1. Strengthens the church’s defense against claims of negligence.
Under the laws governing nonprofits, board members are considered “fiduciaries”—charged with exercising the highest standards of care to protect the best interests of the church. Boards are entrusted with some of the most important financial matters like approving the annual budget and strategic goals, buying and selling property, and hiring and firing the lead pastor, to name a few.
If something major goes south at the church or these standards of care are breached, it’s ultimately the church board who can be held legally responsible.
The survey suggests the current practice in many large churches is for an in-house committee (43%) or senior staff (25%) to have knowledge of compensation specifics but without oversight by the board. If any allegations of impropriety were raised, this practice leaves the door wide open for boards to be accused of negligence in failing to provide adequate oversight to a very important financial matter—with lead pastor compensation often being the most significant element of the most significant category (staffing) of a church’s annual expenses.
When the entire church board knows and approves the compensation of the top leader, the likelihood of being accused of negligence is greatly diminished.
2. Increases objectivity and reinforces unity among the board.
Even with many great resources today like the Leadership Network survey to assist churches in setting their pastors’ compensation, it can still be a very complex decision involving a number of variables in one of the most sensitive areas of church administration.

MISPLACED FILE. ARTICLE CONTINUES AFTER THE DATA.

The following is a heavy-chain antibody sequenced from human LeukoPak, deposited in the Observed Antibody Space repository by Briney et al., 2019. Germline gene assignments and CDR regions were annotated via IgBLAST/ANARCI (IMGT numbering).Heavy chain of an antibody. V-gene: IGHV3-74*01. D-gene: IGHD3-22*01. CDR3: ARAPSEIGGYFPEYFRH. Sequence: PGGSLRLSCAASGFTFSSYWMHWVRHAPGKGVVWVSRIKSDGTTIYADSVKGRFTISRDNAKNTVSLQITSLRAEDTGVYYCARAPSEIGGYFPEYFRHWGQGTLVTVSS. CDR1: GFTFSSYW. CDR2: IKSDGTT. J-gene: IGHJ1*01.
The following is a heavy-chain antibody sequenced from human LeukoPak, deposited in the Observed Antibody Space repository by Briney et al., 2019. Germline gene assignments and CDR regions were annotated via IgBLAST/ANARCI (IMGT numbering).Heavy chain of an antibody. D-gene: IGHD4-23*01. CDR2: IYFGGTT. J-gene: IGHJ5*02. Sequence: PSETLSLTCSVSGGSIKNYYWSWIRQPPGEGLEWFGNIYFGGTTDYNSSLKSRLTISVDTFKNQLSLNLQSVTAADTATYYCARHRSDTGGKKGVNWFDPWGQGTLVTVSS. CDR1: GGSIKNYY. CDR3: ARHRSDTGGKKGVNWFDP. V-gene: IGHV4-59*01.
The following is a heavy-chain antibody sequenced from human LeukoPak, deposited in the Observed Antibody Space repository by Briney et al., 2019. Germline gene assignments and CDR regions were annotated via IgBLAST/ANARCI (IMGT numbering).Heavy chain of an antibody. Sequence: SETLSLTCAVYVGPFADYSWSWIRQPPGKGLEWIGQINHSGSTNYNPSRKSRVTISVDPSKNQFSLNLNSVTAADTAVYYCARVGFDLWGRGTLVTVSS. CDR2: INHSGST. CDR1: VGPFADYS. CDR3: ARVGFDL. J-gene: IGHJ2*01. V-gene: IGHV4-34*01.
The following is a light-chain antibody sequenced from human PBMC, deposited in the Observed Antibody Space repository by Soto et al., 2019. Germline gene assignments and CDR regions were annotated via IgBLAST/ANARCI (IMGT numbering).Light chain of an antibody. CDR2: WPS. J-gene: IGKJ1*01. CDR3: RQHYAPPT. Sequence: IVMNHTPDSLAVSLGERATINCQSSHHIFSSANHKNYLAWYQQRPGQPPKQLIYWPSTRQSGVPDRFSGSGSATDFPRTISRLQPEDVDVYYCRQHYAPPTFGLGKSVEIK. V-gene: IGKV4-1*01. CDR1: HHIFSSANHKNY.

What if our church is in a high or low income region? What is the impact of growth in attendance or campuses? What if the pastor has authored a bestselling book? What about pastors who founded the church, have been undercompensated throughout their career, and are nearing retirement? What do we do about stereotypes and perceptions involving excessive compensation? These are just a few of the tough questions larger churches in particular must wrestle with today in arriving at compensation that is fair and reasonable to the pastor.
Bottom line: Setting salaries should involve a great deal of prayer, strategy, and discernment.
Even in churches utilizing compensation committees for their valuable research, expertise, and discussion, involving the entire church board can bring additional wisdom and objectivity to the process. After all, if board members have been recruited based on their biblical qualifications, passion for the church, and ability to process other very important decisions, why would the compensation-setting of the lead pastor be any exception?